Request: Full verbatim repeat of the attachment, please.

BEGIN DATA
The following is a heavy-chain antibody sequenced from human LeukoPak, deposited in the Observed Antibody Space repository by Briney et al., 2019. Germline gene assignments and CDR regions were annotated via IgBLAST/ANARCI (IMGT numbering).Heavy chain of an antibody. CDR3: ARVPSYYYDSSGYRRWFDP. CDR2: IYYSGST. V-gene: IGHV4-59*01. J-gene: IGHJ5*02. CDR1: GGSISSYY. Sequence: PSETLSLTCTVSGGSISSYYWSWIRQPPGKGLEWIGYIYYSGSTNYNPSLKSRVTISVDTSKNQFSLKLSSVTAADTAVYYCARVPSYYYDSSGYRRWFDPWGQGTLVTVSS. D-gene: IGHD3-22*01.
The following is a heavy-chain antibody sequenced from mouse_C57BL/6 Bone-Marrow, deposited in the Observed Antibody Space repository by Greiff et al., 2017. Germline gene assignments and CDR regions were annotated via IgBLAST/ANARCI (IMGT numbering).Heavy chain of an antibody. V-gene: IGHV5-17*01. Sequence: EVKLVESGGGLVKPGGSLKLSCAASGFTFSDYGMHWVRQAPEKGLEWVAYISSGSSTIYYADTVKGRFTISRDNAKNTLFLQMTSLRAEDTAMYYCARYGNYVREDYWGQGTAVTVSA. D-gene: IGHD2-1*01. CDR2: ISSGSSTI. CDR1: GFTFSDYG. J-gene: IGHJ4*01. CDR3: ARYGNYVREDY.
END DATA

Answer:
The following is a heavy-chain antibody sequenced from human LeukoPak, deposited in the Observed Antibody Space repository by Briney et al., 2019. Germline gene assignments and CDR regions were annotated via IgBLAST/ANARCI (IMGT numbering).Heavy chain of an antibody. CDR3: ARVPSYYYDSSGYRRWFDP. CDR2: IYYSGST. V-gene: IGHV4-59*01. J-gene: IGHJ5*02. CDR1: GGSISSYY. Sequence: PSETLSLTCTVSGGSISSYYWSWIRQPPGKGLEWIGYIYYSGSTNYNPSLKSRVTISVDTSKNQFSLKLSSVTAADTAVYYCARVPSYYYDSSGYRRWFDPWGQGTLVTVSS. D-gene: IGHD3-22*01.
The following is a heavy-chain antibody sequenced from mouse_C57BL/6 Bone-Marrow, deposited in the Observed Antibody Space repository by Greiff et al., 2017. Germline gene assignments and CDR regions were annotated via IgBLAST/ANARCI (IMGT numbering).Heavy chain of an antibody. V-gene: IGHV5-17*01. Sequence: EVKLVESGGGLVKPGGSLKLSCAASGFTFSDYGMHWVRQAPEKGLEWVAYISSGSSTIYYADTVKGRFTISRDNAKNTLFLQMTSLRAEDTAMYYCARYGNYVREDYWGQGTAVTVSA. D-gene: IGHD2-1*01. CDR2: ISSGSSTI. CDR1: GFTFSDYG. J-gene: IGHJ4*01. CDR3: ARYGNYVREDY.